Time House – Past (part 2)

You can find part one here.


Where before there were just pillars, there was now everything. Everywhere Paul looked there was just more stuff, stretching forever. Somehow there was no horizon or vanishing point, there was no perspective. He tried to look away but there was no where it wasn’t. He managed to remember that he could close his eyes, and blessed darkness was brought to him.

“Oh, sorry about that. Best to keep your eyes closed for now.”

Even with his eyes closed, Paul could feel the fabric of reality, or time, or whatever, shift around him. He was being stretched and compressed at the same time, without actually being moved at all. Then it stopped.

“That should do it, you can open them now. Forgot to calibrate it for a human mind, you can’t really comprehend infinity. Can do bad things to the psyche.”

When Paul opened his eyes there was still… a lot. It was a view as though they were in space, like from some cheesy science show, except in a lot more detail, and everything was too spread out. There were other differences too. Left to right, up and down everything was pretty normal, but front to back was something else. Everything was superimposed onto itself in way that should have turned them into blurs, but somehow they stayed distinct. Paul could see the star in front of him pulse and move as he looked further forward. It was surprisingly easy to comprehend.

“Where are we?”

“In the past. Specifically about an hour. That’s your Sun.”

“And that’s…“ Paul pointed generally in the direction of the infinite Suns.

“That’s time. That was is the past, and behind us is… well it’s also the past, but it’s closer to the present than the other direction.”

“And the other two, what are those?”

“Well, they are roughly what you expect them to be, moving through space. But this is a three-dimensional projection of a four-dimensional space, so not everything will work exactly how you’re used to. I’ll try to smooth it out as we go.”

“So I could just keep walking and see all of it? The whole universe?”

“Well, you wouldn’t exactly be walking, but no. Not you.”

“What do you mean?”

“The problem is that, while the universe is infinite, and time is infinite, you are not. And no matter how many moments you spent looking, those moment would always add to be finite. And of course you would die.”

“How? I thought you had stopped time.”

“Oh no, not stopped, just slowed down. There’s only one constant in the universe, Paul: time marches on. And the speed of light, and various other, boring things. Although there are a few pretty interesting futures where those constants change. Those are quite the doozy, believe me.”

“So there’s a clock ticking somewhere? What can I do here?”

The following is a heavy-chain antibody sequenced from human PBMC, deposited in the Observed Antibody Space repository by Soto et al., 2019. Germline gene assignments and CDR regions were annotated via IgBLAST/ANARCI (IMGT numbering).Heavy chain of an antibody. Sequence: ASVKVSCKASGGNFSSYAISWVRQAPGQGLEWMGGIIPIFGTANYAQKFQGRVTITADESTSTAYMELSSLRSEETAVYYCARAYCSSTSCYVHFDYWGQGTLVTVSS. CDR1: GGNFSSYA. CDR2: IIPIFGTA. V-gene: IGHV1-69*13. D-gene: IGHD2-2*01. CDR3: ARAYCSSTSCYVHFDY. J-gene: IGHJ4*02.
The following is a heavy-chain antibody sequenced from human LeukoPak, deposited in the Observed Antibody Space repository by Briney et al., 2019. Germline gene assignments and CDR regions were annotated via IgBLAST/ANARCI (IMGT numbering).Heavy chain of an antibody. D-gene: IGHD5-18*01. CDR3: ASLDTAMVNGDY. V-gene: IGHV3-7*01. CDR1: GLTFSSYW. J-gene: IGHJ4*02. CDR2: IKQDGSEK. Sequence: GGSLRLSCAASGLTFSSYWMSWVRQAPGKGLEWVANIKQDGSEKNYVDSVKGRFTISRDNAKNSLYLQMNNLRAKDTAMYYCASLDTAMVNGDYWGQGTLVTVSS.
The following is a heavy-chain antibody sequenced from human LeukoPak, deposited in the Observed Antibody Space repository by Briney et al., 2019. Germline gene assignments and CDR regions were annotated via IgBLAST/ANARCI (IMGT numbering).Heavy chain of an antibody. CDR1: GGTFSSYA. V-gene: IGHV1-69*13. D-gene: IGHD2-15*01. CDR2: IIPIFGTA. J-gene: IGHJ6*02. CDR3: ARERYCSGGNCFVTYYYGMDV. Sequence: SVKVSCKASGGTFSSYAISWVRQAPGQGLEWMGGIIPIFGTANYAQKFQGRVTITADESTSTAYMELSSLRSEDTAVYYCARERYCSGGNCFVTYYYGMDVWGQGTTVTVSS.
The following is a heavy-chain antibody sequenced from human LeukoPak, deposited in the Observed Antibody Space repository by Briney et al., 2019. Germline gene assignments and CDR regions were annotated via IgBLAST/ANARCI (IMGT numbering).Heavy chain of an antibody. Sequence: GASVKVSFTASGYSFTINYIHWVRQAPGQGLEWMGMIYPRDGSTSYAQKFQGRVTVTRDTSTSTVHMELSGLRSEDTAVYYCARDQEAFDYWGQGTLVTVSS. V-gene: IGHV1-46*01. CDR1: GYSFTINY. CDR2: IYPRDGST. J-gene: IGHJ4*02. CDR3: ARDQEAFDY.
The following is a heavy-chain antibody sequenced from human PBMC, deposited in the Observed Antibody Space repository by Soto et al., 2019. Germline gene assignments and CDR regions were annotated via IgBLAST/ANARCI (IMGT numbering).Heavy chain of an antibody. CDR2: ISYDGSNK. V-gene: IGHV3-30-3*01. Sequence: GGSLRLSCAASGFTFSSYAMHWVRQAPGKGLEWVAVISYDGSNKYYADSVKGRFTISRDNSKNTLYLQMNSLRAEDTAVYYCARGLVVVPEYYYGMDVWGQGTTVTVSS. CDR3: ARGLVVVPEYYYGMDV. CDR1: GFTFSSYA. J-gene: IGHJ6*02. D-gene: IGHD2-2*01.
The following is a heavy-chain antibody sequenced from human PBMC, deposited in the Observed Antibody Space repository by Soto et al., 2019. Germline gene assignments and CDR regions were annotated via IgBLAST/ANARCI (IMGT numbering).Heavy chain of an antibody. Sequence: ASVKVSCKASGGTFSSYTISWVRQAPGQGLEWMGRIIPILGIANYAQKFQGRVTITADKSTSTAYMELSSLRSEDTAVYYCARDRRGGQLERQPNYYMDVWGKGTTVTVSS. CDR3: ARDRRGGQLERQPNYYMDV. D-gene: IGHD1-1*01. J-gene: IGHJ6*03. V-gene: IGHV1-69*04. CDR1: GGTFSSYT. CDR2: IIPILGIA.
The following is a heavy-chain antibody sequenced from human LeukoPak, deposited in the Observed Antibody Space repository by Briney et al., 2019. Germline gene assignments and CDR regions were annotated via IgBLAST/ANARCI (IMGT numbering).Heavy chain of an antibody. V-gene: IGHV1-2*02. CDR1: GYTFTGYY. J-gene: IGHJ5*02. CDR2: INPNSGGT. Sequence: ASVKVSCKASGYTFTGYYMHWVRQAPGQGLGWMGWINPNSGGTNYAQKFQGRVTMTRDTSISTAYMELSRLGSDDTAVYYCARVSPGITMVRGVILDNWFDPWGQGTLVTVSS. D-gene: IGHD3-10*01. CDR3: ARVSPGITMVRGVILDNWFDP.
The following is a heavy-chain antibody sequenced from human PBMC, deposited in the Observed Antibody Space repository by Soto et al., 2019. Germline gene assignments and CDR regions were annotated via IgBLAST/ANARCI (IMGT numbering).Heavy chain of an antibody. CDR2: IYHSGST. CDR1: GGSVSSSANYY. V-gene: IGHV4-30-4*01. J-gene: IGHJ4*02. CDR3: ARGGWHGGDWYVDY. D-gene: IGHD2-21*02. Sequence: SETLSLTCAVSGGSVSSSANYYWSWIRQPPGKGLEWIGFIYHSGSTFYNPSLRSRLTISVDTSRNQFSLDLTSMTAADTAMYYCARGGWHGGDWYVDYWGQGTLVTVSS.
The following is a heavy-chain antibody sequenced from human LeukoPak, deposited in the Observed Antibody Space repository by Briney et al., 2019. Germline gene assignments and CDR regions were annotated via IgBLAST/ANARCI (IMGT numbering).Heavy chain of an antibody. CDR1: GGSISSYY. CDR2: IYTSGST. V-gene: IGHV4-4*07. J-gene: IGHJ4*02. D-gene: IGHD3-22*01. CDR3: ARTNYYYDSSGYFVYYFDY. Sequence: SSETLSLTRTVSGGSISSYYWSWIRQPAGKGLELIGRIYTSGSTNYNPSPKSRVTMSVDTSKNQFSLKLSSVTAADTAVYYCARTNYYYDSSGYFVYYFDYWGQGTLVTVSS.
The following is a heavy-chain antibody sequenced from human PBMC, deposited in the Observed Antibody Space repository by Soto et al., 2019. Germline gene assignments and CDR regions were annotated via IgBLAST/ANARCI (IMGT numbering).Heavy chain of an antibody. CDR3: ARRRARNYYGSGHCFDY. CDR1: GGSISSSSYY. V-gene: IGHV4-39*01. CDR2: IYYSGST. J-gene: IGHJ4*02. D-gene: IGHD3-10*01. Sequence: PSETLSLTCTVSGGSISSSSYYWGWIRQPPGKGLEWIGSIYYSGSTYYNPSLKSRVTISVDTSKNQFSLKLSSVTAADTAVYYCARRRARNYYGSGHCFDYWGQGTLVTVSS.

“Well you could certainly see much of the universe before you died. But you can see any of the past that you like. I could show you the creation of the universe, or the birth of your Sun, the dawn of Humanity. That last one is difficult to pin down, when exactly did you become human. There’s no wrong answer really. Or at least, there are many right ones. Ah, but that’s not why you’re here, I know. Might as well get on with it.”

The whole of space expanded while, at the same time, they moved through space and time. The effect was… disorienting. Paul decided it was best to close his eyes again. He opened them when he felt them stop. They were in Paul’s old apartment, the one with the ugly green couch and the weird, blue stripey wallpaper. It was strange looking, even discounting the poor furnishings. One dimension was still time, so the whole house was flattened to allow for that. Things were not really the shape he was expecting. Because of that, it took Paul a few moments to orient himself, and then find himself.

He was sitting in the kitchen with Lydia, his past self. It was the night he proposed, so the whole place was lit by candlelight. They were eating steak. Paul couldn’t really afford it, but you only get one shot at a proposal. He could see versions of her and himself stretching out on either side. One in the future, which he didn’t need to go to, to remember. And one in the past. He walked through the past, watched them eat backwards, watched himself bring her into the kitchen, watched himself put her coat back on her and greet her at the door.

He stepped forward through it slowly, taking his time. He remembered how nervous he felt, but only now did he realize how nervous he looked, how small and inadequate. He stopped right when he had turned off the lights, and Lydia had noticed all the preparations. She had the most wonderful smile, her front two teeth just slightly crooked which made the whole thing slightly lopsided and endearing. She used to smile so much. But it was wrong, flattened out in this weird space.

“Can you fix this?”

“I can’t change the past Paul.”

“No.” Paul gestured around himself. “Fix this. The space. I want to see her face for real, the way it was.”

“Oh, of course.”

The extra copies of them disappeared, and the room wrapped around him. He ignored himself standing triumphantly at the light switch. How foolish he was. He had eyes only for Lydia, in any time. He wanted to hold her. Wanted to kiss her.

“Can you play it forward?”

“For the whole thing?”

“No. Just ten seconds or so.”

Lydia’s smile widened a little bit more. “All this for my birthday?”

“It’s a special day.” He sounded so confident there. And he was right, it was a special day. All change is special in a way.

Lydia moved toward the table and froze. Paul’s old self was in the middle of hurrying over so that he could pull out her chair. She was going to laugh, because he’d never done that before.

“Okay. Take me to the future.”

“You know, you’re not actually in charge here.”

“Please?”

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